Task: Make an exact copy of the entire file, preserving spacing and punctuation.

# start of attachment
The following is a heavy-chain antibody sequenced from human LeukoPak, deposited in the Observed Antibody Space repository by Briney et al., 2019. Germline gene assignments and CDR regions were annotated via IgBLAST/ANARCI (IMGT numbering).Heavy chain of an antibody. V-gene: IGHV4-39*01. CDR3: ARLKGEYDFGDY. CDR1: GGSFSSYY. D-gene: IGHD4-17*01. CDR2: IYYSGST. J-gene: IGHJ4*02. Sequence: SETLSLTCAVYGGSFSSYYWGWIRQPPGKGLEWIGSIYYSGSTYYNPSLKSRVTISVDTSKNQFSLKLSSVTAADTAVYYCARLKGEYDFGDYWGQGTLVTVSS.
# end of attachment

The following is a heavy-chain antibody sequenced from human LeukoPak, deposited in the Observed Antibody Space repository by Briney et al., 2019. Germline gene assignments and CDR regions were annotated via IgBLAST/ANARCI (IMGT numbering).Heavy chain of an antibody. V-gene: IGHV4-39*01. CDR3: ARLKGEYDFGDY. CDR1: GGSFSSYY. D-gene: IGHD4-17*01. CDR2: IYYSGST. J-gene: IGHJ4*02. Sequence: SETLSLTCAVYGGSFSSYYWGWIRQPPGKGLEWIGSIYYSGSTYYNPSLKSRVTISVDTSKNQFSLKLSSVTAADTAVYYCARLKGEYDFGDYWGQGTLVTVSS.